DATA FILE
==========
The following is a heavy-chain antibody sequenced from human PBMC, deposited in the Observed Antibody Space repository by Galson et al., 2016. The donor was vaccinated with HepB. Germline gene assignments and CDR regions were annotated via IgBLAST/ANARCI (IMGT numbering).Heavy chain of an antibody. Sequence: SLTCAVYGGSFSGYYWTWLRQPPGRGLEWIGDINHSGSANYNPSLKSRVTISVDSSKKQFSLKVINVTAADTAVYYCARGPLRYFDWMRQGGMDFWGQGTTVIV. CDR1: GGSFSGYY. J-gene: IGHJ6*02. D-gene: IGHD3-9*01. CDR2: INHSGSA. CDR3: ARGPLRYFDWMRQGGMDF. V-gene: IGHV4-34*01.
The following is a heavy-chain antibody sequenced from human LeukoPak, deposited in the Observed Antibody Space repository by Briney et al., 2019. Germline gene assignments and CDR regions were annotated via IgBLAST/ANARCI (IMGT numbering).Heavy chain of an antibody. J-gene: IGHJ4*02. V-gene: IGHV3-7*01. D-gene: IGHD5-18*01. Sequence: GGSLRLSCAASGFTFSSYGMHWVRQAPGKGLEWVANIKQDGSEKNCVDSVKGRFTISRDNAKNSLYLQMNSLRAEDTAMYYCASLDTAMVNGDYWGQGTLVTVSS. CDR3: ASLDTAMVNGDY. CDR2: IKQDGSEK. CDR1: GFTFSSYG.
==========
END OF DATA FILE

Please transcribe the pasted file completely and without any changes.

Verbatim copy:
The following is a heavy-chain antibody sequenced from human PBMC, deposited in the Observed Antibody Space repository by Galson et al., 2016. The donor was vaccinated with HepB. Germline gene assignments and CDR regions were annotated via IgBLAST/ANARCI (IMGT numbering).Heavy chain of an antibody. Sequence: SLTCAVYGGSFSGYYWTWLRQPPGRGLEWIGDINHSGSANYNPSLKSRVTISVDSSKKQFSLKVINVTAADTAVYYCARGPLRYFDWMRQGGMDFWGQGTTVIV. CDR1: GGSFSGYY. J-gene: IGHJ6*02. D-gene: IGHD3-9*01. CDR2: INHSGSA. CDR3: ARGPLRYFDWMRQGGMDF. V-gene: IGHV4-34*01.
The following is a heavy-chain antibody sequenced from human LeukoPak, deposited in the Observed Antibody Space repository by Briney et al., 2019. Germline gene assignments and CDR regions were annotated via IgBLAST/ANARCI (IMGT numbering).Heavy chain of an antibody. J-gene: IGHJ4*02. V-gene: IGHV3-7*01. D-gene: IGHD5-18*01. Sequence: GGSLRLSCAASGFTFSSYGMHWVRQAPGKGLEWVANIKQDGSEKNCVDSVKGRFTISRDNAKNSLYLQMNSLRAEDTAMYYCASLDTAMVNGDYWGQGTLVTVSS. CDR3: ASLDTAMVNGDY. CDR2: IKQDGSEK. CDR1: GFTFSSYG.